StudyBlue Founder Chris Klundt Steps Back Into CEO Role, Revamps Site Design, Preps For Pro

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Just in time for students to head back to school, crowdsourced flash card study platform StudyBlue announced a new site design, search navigation capabilities, a lifelong learning feature, a new pro version of the platform and that co-founder Chris Klundt would be stepping back into the role of CEO today.

Klundt will be taking over for Becky Splitt, who has led the company since 2009. “Becky met me when StudyBlue was just two college dudes in a basement with a bunch of pine needles scattered all over the floor,” says Klundt. He and co-founder Dave Sargeant were apparently buried in their studies and with work at the then small startup and hadn’t taken out a very dead Christmas tree. Klundt realized he was just a kid without much experience at the time and agreed to let Splitt take over while he finished school.

The company has since changed its name from ClassConnection to StudyBlue, grown to 6 million student users, added 250 million study materials, hired a full team of developers, accounting, HR and other things a business tends to acquire as it grows up and it has moved most of the team from Madison, Wis., to Silicon Valley. Klundt stayed with the company but felt Splitt was more capable of handling things at the time. He says he’s grown up alongside StudyBlue and is now ready to regain his former status as CEO. Splitt will stay on as the head of strategic initiatives and will serve as executive chairman of the board.

“The edtech sector is in the midst of  major change,” Klundt tells me. “How will companies in this space not only drive value for users, but also become 100 year-old companies that create value for investors? It’s a big question and something we’ve been tackling internally.” While competitors such as Koofers and other edtech startups in the space like Chegg have branched out beyond initial offerings, Klundt believes StudyBlue will best serve its student audience best by being laser focused on offering just study materials. He says the main thing it was missing was a better way to get those study materials in the right hands on the site.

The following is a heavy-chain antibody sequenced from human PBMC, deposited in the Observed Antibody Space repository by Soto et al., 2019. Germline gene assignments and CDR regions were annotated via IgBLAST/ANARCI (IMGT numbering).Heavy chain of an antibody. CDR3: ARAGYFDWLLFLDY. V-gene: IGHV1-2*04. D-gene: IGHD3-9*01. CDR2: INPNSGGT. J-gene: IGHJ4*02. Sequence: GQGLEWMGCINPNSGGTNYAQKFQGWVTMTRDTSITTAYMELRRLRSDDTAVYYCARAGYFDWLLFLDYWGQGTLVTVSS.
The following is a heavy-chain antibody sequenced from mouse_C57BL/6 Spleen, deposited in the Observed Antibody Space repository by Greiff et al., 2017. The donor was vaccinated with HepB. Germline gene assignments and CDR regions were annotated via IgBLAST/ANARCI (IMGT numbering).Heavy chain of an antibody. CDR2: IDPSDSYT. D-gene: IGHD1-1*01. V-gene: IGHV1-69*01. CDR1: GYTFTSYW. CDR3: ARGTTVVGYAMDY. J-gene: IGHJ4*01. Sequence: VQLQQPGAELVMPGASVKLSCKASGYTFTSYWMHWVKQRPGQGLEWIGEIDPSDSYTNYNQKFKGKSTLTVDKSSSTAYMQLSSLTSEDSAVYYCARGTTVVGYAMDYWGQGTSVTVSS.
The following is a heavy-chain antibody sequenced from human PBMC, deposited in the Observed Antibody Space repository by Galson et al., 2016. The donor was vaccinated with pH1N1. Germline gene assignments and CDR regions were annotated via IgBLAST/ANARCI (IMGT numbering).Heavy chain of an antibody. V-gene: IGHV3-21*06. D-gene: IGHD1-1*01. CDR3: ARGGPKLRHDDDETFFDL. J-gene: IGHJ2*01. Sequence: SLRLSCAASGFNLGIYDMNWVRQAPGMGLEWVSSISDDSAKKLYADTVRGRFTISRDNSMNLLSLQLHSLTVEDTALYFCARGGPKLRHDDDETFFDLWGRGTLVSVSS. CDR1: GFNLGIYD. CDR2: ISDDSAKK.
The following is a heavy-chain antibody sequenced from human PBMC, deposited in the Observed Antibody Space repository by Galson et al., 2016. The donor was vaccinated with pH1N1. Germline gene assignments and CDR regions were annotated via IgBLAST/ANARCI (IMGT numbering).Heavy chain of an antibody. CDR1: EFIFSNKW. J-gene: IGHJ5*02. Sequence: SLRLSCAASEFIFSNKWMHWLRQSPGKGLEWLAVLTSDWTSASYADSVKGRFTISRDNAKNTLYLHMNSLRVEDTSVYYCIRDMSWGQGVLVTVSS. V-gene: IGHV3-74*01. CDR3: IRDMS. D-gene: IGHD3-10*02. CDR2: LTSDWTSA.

Less clunk, more Pinteresting

This is why Klundt says StudyBlue is now launching a new, simpler web design, along with all the other changes today. Klundt rolled out a fresh new site design as his first order of business. “The UI was the biggest thing that needed changing,” he says. “It was stuck in a design from four or five years ago.” The old site was quite clunky and hard to find even basic stuff. It was hard to determine if your search even yielded the materials you were actually looking for. It also looked a bit like old-school Myspace.

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StudyBlue received a “mini” Series A infusion of $1.7 million at the end of  June. Klundt says the funding has been used for a boost in salaries, hiring more people and for the redesign.

The new site is now a lot more Pinterest-like, according to Klundt. There are these deck preview pages now with full illustrations and a much more visual idea, neatly organized in a way that lets the user see what is available to them.

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Study-Modes are pretty much unchanged. These include the Flipping Cards (flashcard mode) and Quizzing (auto-generated quizzes that include true-false, multiple choice and fill-in-the-blank). However, StudyBlue now pairs all the related class and textbook materials for a given class (e.g. Econ 101 with Professor Jones at Stanford) so students have access to everything from their classmates in one study guide.

The new search navigation also is easier to find, and it bundles people, classes and the materials tied to them so everything and everyone needed is available at once. Search will also let users filter the library by textbook and author to discover specific study material or information.

The new StudyBlue design is available on desktop, iOS and Android.

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Lifelong Learners

Klundt says the platform has been gaining momentum among lifelong learners lately. StudyBlue now lets these types of learners identify themselves as such and gives them a way to upload notes and other study materials to help them out. These lifelong learners add notes for things such as wine tasting, parachute jump training and even street navigation flashcards for Lyft drivers on the site.

Klundt says this now better serves the growing number of people looking for tools outside of the classroom or to prepare for standardized tests like the GREs or LSATs.

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Rolling Pro

Klundt hints at a Pro offering in the fall. He says this is all part of the new rollout and will give hard-core users of StudyBlue the option to pull unlimited content from the library. This includes groupings of digital notecards, lecture outlines and crowdsourced study guides. Though he also says those not on Pro will be able to purchase the study guides separately.

StudyBlue PRO will also offer exclusive features such as audio, images, text formatting and equations.

StudyBlue will introduce the payment option for Pro on September 1st for $9 per month, $24 for three months or $48 for the year. It’s free to new users who opt in until August 31.